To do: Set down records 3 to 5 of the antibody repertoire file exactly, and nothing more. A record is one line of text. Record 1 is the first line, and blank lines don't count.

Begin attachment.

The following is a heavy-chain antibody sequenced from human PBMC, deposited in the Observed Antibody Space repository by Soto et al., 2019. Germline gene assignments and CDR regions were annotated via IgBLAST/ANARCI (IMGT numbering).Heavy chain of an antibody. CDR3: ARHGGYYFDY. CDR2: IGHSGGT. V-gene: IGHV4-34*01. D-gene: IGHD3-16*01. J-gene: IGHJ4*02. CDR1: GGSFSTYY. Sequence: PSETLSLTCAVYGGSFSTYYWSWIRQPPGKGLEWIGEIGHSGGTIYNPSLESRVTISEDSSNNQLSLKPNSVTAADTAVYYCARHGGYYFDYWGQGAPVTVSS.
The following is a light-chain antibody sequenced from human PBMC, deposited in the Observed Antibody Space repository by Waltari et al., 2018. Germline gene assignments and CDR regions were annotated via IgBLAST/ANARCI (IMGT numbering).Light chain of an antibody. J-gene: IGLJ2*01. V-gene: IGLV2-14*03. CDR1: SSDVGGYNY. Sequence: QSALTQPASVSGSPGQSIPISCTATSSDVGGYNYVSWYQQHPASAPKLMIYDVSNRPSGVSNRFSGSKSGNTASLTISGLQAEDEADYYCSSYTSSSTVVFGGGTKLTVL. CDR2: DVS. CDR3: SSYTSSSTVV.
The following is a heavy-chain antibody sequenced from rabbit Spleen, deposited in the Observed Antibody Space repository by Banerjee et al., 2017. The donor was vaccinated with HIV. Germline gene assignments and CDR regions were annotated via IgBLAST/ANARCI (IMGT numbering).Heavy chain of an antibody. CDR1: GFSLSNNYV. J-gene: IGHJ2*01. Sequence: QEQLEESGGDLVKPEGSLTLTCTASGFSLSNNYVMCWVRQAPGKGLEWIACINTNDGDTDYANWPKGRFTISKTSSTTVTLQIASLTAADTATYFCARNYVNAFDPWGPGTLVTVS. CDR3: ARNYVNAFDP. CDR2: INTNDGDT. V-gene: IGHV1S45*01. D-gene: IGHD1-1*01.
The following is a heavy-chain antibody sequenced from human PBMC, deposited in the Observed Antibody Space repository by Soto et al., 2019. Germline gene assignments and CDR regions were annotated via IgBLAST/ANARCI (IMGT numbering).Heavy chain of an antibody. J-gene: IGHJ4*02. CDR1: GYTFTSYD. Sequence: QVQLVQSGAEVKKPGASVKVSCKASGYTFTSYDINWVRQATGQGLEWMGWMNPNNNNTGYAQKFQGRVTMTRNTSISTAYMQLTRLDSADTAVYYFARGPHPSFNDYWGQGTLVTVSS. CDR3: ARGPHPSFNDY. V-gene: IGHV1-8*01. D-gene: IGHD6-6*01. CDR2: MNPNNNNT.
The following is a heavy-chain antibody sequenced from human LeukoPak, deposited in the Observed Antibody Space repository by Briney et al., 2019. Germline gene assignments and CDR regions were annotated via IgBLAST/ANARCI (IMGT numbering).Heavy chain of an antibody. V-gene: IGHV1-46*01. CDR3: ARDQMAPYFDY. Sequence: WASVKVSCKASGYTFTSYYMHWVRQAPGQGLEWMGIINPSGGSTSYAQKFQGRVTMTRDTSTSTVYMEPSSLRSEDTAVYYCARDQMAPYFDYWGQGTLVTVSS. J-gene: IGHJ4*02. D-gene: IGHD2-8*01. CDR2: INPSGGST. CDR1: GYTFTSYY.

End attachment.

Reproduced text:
The following is a heavy-chain antibody sequenced from rabbit Spleen, deposited in the Observed Antibody Space repository by Banerjee et al., 2017. The donor was vaccinated with HIV. Germline gene assignments and CDR regions were annotated via IgBLAST/ANARCI (IMGT numbering).Heavy chain of an antibody. CDR1: GFSLSNNYV. J-gene: IGHJ2*01. Sequence: QEQLEESGGDLVKPEGSLTLTCTASGFSLSNNYVMCWVRQAPGKGLEWIACINTNDGDTDYANWPKGRFTISKTSSTTVTLQIASLTAADTATYFCARNYVNAFDPWGPGTLVTVS. CDR3: ARNYVNAFDP. CDR2: INTNDGDT. V-gene: IGHV1S45*01. D-gene: IGHD1-1*01.
The following is a heavy-chain antibody sequenced from human PBMC, deposited in the Observed Antibody Space repository by Soto et al., 2019. Germline gene assignments and CDR regions were annotated via IgBLAST/ANARCI (IMGT numbering).Heavy chain of an antibody. J-gene: IGHJ4*02. CDR1: GYTFTSYD. Sequence: QVQLVQSGAEVKKPGASVKVSCKASGYTFTSYDINWVRQATGQGLEWMGWMNPNNNNTGYAQKFQGRVTMTRNTSISTAYMQLTRLDSADTAVYYFARGPHPSFNDYWGQGTLVTVSS. CDR3: ARGPHPSFNDY. V-gene: IGHV1-8*01. D-gene: IGHD6-6*01. CDR2: MNPNNNNT.
The following is a heavy-chain antibody sequenced from human LeukoPak, deposited in the Observed Antibody Space repository by Briney et al., 2019. Germline gene assignments and CDR regions were annotated via IgBLAST/ANARCI (IMGT numbering).Heavy chain of an antibody. V-gene: IGHV1-46*01. CDR3: ARDQMAPYFDY. Sequence: WASVKVSCKASGYTFTSYYMHWVRQAPGQGLEWMGIINPSGGSTSYAQKFQGRVTMTRDTSTSTVYMEPSSLRSEDTAVYYCARDQMAPYFDYWGQGTLVTVSS. J-gene: IGHJ4*02. D-gene: IGHD2-8*01. CDR2: INPSGGST. CDR1: GYTFTSYY.